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The Journey

Summer blockbusters are sneaking up on us, and I’m really hoping Nick Hamm’s modest film The Journey doesn’t get lost in the seasonal shuffle.

If Kevin Smith took a swing at a political drama, I imagine the end result would resemble The Journey.  Not that Hamm’s movie is immature, but it’s a dialogue-heavy, back-and-forth, buddy film hybrid between two brazen opposites that reminded me of Smith’s early roots as an indie filmmaker.  Another relevant comparison is how The Journey doesn’t perceive its simplified settings (the backseat of a car, the shoulder on a backroad, and a withered church) as strikes against it.  The film adapts quite well to its small scale, and gains momentum through the intelligent dialogue and characterization.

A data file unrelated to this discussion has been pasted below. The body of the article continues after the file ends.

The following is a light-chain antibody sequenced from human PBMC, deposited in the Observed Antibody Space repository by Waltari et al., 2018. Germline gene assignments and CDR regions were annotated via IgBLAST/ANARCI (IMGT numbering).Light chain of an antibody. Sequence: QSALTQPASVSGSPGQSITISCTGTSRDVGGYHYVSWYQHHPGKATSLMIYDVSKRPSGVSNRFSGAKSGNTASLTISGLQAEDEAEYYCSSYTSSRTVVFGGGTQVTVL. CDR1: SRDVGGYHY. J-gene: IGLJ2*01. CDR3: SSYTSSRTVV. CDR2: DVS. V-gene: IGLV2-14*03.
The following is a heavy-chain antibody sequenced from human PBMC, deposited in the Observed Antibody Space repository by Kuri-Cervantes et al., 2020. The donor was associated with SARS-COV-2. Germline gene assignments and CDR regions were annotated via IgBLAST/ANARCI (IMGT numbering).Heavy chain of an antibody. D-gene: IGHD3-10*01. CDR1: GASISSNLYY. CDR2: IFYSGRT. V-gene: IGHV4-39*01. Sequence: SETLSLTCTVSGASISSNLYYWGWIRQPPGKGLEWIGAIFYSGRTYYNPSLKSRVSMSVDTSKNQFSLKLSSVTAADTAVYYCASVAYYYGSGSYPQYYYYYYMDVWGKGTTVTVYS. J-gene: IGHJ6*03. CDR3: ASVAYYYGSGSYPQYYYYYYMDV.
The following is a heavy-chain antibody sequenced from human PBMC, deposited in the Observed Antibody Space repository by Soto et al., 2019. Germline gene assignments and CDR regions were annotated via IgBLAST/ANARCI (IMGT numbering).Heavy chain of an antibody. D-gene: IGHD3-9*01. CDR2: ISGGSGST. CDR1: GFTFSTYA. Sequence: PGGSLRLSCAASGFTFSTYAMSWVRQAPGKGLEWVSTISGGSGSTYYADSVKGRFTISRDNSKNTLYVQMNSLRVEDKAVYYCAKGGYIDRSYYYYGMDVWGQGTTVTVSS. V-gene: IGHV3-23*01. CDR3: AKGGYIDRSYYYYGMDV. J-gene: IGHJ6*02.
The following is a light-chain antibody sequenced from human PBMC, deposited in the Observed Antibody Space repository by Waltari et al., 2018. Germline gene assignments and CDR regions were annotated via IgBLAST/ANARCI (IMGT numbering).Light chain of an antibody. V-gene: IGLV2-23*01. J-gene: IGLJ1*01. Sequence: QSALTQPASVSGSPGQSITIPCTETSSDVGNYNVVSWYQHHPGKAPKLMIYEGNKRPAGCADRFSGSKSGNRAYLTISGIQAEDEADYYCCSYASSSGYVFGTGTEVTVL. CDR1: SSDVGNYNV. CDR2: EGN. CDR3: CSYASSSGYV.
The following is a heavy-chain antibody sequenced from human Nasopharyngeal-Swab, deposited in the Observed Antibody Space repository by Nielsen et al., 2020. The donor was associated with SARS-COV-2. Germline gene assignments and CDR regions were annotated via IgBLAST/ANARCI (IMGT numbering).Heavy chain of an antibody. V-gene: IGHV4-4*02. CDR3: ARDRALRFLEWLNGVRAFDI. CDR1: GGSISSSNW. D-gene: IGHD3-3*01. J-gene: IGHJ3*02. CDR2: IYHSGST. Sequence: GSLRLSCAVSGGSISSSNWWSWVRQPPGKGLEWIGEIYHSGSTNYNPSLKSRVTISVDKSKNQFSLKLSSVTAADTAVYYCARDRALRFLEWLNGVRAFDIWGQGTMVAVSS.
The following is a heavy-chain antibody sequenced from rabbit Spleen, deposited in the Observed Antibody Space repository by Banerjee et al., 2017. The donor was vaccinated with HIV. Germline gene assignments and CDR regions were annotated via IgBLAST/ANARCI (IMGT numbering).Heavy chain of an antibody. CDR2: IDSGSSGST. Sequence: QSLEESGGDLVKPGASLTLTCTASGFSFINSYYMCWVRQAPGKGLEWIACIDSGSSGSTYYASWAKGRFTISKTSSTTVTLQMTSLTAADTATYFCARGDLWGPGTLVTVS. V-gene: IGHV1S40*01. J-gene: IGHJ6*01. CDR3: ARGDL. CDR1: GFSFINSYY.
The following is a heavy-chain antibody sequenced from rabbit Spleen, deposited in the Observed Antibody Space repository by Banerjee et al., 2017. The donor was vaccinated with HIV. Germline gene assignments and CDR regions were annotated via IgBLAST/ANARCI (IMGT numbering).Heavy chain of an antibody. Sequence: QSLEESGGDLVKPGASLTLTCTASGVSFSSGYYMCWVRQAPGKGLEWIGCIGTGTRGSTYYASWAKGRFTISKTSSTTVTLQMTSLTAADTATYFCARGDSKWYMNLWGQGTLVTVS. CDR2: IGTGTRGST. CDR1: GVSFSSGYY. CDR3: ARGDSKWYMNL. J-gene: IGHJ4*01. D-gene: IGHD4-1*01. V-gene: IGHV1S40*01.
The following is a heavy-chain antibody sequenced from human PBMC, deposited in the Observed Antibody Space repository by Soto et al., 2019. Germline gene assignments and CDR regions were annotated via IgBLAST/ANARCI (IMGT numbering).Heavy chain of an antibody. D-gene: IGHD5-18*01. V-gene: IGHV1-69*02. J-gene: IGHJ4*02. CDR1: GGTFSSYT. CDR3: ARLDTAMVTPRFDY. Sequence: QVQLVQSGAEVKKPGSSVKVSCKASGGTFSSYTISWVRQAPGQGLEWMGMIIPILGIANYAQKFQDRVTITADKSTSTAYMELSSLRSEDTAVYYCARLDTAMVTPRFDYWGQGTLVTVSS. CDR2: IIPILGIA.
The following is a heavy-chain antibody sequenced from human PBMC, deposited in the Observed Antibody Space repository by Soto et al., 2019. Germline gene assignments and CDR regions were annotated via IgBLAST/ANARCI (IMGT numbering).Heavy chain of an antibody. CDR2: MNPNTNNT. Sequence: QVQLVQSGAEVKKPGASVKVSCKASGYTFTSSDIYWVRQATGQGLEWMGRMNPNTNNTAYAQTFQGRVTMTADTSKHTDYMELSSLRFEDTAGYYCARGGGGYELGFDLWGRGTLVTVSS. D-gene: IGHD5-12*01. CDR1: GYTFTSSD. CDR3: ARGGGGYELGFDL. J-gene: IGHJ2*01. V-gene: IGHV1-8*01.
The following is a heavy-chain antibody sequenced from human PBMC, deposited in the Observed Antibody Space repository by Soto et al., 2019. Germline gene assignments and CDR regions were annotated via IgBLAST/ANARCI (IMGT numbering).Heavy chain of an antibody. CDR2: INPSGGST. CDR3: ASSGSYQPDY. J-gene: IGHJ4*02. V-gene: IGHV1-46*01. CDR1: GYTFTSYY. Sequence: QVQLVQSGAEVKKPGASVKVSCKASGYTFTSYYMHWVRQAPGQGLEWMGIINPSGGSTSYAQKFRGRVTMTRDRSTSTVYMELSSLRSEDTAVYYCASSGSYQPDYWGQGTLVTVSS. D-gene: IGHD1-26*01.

Filmmaker Nick Hamm has been blessed with two sensational performances by Colm Meaney and Timothy Spall (Meaney plays politician Martin McGuinness, Spall plays Democratic Unionist Party leader Ian Paisley).  However, the film works because the director has given special attention to the primary relationship in Colin Bateman’s fictitious screenplay.  The chemistry between McGuinness and Paisley gradually develops over the course of a pivotal road trip involving these two conflicting personalities, with their driver (Freddie Highmore) occasionally provoking them.

The Journey is a rich film of passionate debates, surprising amusement, and poignant political texture.  And while it doesn’t intentionally carry a timely message, we could all use a reminder of how two opposing sides can sensibly speak to each other.

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Addison Wylie: 
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